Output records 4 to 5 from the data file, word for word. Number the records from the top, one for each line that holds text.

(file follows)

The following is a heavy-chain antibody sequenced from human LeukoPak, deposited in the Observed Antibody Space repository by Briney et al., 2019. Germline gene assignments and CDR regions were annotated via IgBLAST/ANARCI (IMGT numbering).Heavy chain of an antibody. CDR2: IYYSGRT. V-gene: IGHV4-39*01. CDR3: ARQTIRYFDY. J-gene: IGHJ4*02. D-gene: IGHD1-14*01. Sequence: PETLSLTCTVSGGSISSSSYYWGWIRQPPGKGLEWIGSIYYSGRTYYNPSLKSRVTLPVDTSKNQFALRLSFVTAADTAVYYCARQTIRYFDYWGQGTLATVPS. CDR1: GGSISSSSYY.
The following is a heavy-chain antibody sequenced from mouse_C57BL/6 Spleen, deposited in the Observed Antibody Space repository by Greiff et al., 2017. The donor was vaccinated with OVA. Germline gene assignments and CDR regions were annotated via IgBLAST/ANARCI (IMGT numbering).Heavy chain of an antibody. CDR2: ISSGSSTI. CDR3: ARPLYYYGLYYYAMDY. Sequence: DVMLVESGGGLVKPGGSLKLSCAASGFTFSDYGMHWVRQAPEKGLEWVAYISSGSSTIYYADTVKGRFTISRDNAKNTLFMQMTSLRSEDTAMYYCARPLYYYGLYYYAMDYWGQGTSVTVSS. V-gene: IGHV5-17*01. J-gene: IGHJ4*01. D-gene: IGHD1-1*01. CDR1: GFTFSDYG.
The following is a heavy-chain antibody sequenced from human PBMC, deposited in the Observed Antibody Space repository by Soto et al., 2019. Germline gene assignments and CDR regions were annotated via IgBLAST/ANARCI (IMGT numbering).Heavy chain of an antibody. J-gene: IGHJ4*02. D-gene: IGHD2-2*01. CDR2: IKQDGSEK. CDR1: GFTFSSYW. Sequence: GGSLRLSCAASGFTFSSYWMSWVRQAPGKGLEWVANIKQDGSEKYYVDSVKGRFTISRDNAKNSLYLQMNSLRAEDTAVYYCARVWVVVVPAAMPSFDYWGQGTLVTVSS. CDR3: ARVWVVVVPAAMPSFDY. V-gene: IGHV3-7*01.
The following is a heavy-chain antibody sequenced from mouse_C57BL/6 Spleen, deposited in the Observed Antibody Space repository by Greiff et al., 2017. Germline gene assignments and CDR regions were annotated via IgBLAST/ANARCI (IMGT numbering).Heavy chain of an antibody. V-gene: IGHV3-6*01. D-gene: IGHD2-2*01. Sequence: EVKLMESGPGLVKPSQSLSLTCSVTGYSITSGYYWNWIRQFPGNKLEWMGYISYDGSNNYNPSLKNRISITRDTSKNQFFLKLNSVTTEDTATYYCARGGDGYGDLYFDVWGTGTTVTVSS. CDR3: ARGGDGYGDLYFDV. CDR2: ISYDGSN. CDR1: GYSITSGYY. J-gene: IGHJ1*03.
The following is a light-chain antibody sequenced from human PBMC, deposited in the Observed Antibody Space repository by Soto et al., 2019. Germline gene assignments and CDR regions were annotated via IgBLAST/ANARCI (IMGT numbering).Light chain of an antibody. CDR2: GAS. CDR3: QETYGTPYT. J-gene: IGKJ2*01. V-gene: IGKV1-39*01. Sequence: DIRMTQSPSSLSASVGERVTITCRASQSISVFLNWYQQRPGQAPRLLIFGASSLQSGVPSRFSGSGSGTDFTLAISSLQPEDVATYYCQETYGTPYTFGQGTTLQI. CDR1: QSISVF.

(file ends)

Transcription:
The following is a heavy-chain antibody sequenced from mouse_C57BL/6 Spleen, deposited in the Observed Antibody Space repository by Greiff et al., 2017. Germline gene assignments and CDR regions were annotated via IgBLAST/ANARCI (IMGT numbering).Heavy chain of an antibody. V-gene: IGHV3-6*01. D-gene: IGHD2-2*01. Sequence: EVKLMESGPGLVKPSQSLSLTCSVTGYSITSGYYWNWIRQFPGNKLEWMGYISYDGSNNYNPSLKNRISITRDTSKNQFFLKLNSVTTEDTATYYCARGGDGYGDLYFDVWGTGTTVTVSS. CDR3: ARGGDGYGDLYFDV. CDR2: ISYDGSN. CDR1: GYSITSGYY. J-gene: IGHJ1*03.
The following is a light-chain antibody sequenced from human PBMC, deposited in the Observed Antibody Space repository by Soto et al., 2019. Germline gene assignments and CDR regions were annotated via IgBLAST/ANARCI (IMGT numbering).Light chain of an antibody. CDR2: GAS. CDR3: QETYGTPYT. J-gene: IGKJ2*01. V-gene: IGKV1-39*01. Sequence: DIRMTQSPSSLSASVGERVTITCRASQSISVFLNWYQQRPGQAPRLLIFGASSLQSGVPSRFSGSGSGTDFTLAISSLQPEDVATYYCQETYGTPYTFGQGTTLQI. CDR1: QSISVF.